# racial disparities in police killings using bayes theorem

The Washington Post has been tracking police killings across the nation. Last week, Peter Aldhous published an analysis of these data.1 He figured that blacks suspects were 37.8% of all unarmed suspects killed by police. White suspects made up a nearly similar percentage of unarmed suspects killed by police, despite the fact that there are almost five times as many whites in the United States as blacks.

This does not provide the best evidence to adjudicate racial disparities in police violence, however. Aldous writes:

Video of McDonald’s last moments, shot 16 times by a white officer, made a stark contrast with images of a handcuffed Robert Lewis Dear, the white suspect in the shooting at a Planned Parenthood clinic in Colorado Springs — as activists were quick to point out.

Rather than figure out the probability that an unarmed suspect was black, it would be important to know the probability that a black suspect shotkilled by police was unarmed. We care less whether an unarmed victim was black as we do whether a black victim was unarmed. That would be more in line with, though not exactly equivalent to, what Aldhous wrote.2

Below, I try to explain how we can use rules of probability to explain this problem to an introductory statistics class.

In my statistics class, I teach students that probability equals the number of events that we care about divided the total number of events for which that event is possible. Let’s start by figuring out the probability that the police shootkill an unarmed black man. The numerator — the events we care about — would be the number of unarmed black men shot. The denominator — the total number of events — equals all police shootings that kill a suspect, which comprises 867 police shootings.

The numerator is a little trickier. Since we want to know how many unarmed black men are shotkilled, our best estimate absent any additional data would be the overall probability that a suspect killed by the police was unarmed. This prior probability equals 9.46% since 82 of 867 suspects in the data were unarmed. But, fortunately, we have more data — we know the probability that an unarmed person was black. The data comprised 82 unarmed suspects, of whom 31 were black. The likelihood, therefore, that an unarmed suspect was black is 37.8%, which is the probability that Aldhous calculated. This represents the rate at which unarmed suspects killed by police are black.

We finish calculating the numerator by multiplying these two values together. We multiply the probability of a suspect being unarmed by the rate at which unarmed victims are black, 9.46% (or 82 of 867) by 37.8% (31 of 82). The result of that multiplication represents the probability that a suspect was both black and unarmed, which was 31 out of 867 cases or 3.58%. If you hear about a police shooting that killed the suspect, about one out of every 28 times the police have shot an unarmed black person.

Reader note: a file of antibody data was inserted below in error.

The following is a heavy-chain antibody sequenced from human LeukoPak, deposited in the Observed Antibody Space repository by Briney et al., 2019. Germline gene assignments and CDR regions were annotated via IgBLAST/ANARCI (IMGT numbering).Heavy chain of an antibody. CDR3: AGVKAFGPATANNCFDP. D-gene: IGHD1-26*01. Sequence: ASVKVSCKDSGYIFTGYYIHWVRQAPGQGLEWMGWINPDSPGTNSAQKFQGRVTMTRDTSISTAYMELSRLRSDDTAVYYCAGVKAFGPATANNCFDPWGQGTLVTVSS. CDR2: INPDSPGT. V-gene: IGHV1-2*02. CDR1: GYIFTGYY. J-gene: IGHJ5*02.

That does not sound too bad, but remember that almost 4% of all shootingspolice killings are of unarmed black men. We change the denominator from being all possible events — in this case 867 police shootings — to include only those that involve black men. In other words, we divide the 3.58% of all shootings by the probability that a police shooting involved a black suspect. Of the 867 shootings, 235 involved black suspects, making the probability of police killing a black 27.1%.

Dividing 3.58% by 27.1%, we find that about 13% of black men shotkilled by police are unarmed. This means that if you hear that the police shot a black person, you can guess that about one out of every eight times the suspect would be unarmed.

That provides a discouraging picture of what it means to be black and be policed by in America. But police work is difficult and not every unarmed suspect should be considered safe to officers or the public. It could well be true that the unarmed suspect posed an imminent danger to public safety.

If that is the case, however, then we would expect unarmed white suspects to be killed at a similar rate to blacks. Using the same statistical principles that I did above, which mathematicians call Bayes’ Theorem, we can figure out the analogous rate for whites. When we do, I calculate that unarmed white victims make up 29 of the 867, or 3.34%, of all shootings, while 443, or 51.1%, of the shootingspolice killings involved whites. This results in a probability that a white suspect killed by police was unarmed, or about one in every 16 shootings of white suspects.

These calculations mean that the police are twice as likely to have killed an unarmed suspect if that suspect is black rather than white.a black suspect killed by the police is twice as likely to be unarmed as a white suspect to be killed by the police. I don’t know that I have much else that I can add — the number, in this case, kind of does speak for itself.

1. The data that I use here are those posted by Aldhous and are, thus, out of date with the most current Washington Post analysis of officer-involved shooting deaths, which sadly continues to increase rapidly.â†©